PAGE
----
In the past week, however, Mayor Nagin has moved with greater urgency, especially following two high-profile killings – of Dinerral Shavers, a drummer, and Helen Hill, a filmmaker. Nagin has asked police to set up early-morning checkpoints in the most crime-prone areas to nab drivers under the influence of alcohol or drugs. He promised the installation of more video cameras on public streets to thwart miscreants. And he pledged to accelerate court processing of murder cases.
"We're sending a signal that the system that used to allow you to commit a murder and there were no consequences is over," Nagin said last week when unveiling his crime-fighting initiatives. "It has been easier to commit a murder than another crime in New Orleans."
Both Chief Riley and district attorney Eddie Jordan are vowing to work more closely with federal law enforcement and US prosecutors, who in 1994, the city's deadliest year, disrupted a crime gang that was accused of committing dozens of murders.
Kara Morgan, who lives in the Irish Channel neighborhood, is one who showed up Jan. 9 to hear the mayor announce his new crime-prevention measures. She had watched the devastation from Seattle and then last summer returned to her hometown to help bring the city back. "What's striking about what's happening now is that, unlike the 1980s [when a crack cocaine epidemic caused a crime wave], there's no new drug to blame it on, no new phenomenon," she says. "It's a frustrating thing to watch."
She says the city still has the mettle to save itself. Though race and class tensions linger, New Orleans is a deeply integrated city where residents are fighting block to block to keep criminal elements from the corners, she says.
Dave Scott, who lives in Central City, the epicenter of the crime wave, says he has run youths he suspects of dealing drugs off corners. If they threaten him, he says, "I tell them, 'What are you going to do? Send me to heaven?' " Mr. Scott also travels around the neighborhood with his church group, inviting teens to join a Christian-themed basketball league.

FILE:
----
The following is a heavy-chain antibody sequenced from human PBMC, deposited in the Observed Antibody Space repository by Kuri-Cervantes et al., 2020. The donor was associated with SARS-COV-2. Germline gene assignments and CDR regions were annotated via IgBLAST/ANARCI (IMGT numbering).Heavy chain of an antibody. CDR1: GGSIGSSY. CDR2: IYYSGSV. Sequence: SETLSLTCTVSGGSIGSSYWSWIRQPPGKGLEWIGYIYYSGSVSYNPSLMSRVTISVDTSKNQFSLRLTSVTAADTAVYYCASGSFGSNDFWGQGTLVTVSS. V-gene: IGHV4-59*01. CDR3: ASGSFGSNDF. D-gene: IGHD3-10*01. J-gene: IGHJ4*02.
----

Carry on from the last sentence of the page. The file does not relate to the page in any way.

Scott, who says his nephew was gunned down four weeks ago after trying to pass off soap shavings as drugs, sees renegade, unsupervised young people as major contributors to violent crime. Many parents and older adults – including "grandmas" who used to keep an eye on the streets – have yet to return from, say, Houston or Atlanta, but the footloose teens and 20-somethings are squatting in empty houses or housing projects, forming gangs and peddling drugs, he says. Turf wars over territory are a major cause of the violence, he suggests.
Yet even amid the run-down shotgun houses in Central City, where some black residents say they fear cops as much as criminals, people are looking inward for answers to what's going wrong in New Orleans. For one, some preachers have agreed to abandon their longtime practices of helping young crime suspects make bail and pulling strings so they get off, says Scott. Everyone agreed, he says, that it sends the wrong message.
The sense of "let the good times roll," the city slogan, and "live and let live" so permeate New Orleans that it has seemed as normal here as beignets and chicory coffee. But as New Orleans searches for a path out of the crime quagmire, that attitude toward vice may have to be adjusted.
"This ['live and let live' ethos] is part of the charm of the city, but it can also work against the city and against law and order," says Mr. Harper, the Loyola criminologist.
For the embattled residents who have decided to make a stand, "Enough!" has become the battle cry. A quickly organized march on City Hall last week took on unprecedented proportions, as perhaps 5,000 residents gathered to protest the crime wave, the perpetrators, and elected officials. Protesters could be seen wearing signs that said "robbed at gunpoint" or "carjacked," while others, like Lazy Six musician Glen David Andrews, railed at the microphone against brash thugs.
"We have to acknowledge what's happening before we can get it fixed," says Krista May, a Central City homeowner.